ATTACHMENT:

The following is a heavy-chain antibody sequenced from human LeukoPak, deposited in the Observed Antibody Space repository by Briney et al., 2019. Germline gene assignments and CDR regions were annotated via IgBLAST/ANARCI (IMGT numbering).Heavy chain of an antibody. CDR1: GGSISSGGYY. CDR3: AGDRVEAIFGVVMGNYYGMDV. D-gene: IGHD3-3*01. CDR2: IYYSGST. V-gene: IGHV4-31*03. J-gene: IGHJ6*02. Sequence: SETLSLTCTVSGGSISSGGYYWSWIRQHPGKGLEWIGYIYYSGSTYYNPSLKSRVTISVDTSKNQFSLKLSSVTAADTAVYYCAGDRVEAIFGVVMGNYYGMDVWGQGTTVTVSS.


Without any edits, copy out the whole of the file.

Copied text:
The following is a heavy-chain antibody sequenced from human LeukoPak, deposited in the Observed Antibody Space repository by Briney et al., 2019. Germline gene assignments and CDR regions were annotated via IgBLAST/ANARCI (IMGT numbering).Heavy chain of an antibody. CDR1: GGSISSGGYY. CDR3: AGDRVEAIFGVVMGNYYGMDV. D-gene: IGHD3-3*01. CDR2: IYYSGST. V-gene: IGHV4-31*03. J-gene: IGHJ6*02. Sequence: SETLSLTCTVSGGSISSGGYYWSWIRQHPGKGLEWIGYIYYSGSTYYNPSLKSRVTISVDTSKNQFSLKLSSVTAADTAVYYCAGDRVEAIFGVVMGNYYGMDVWGQGTTVTVSS.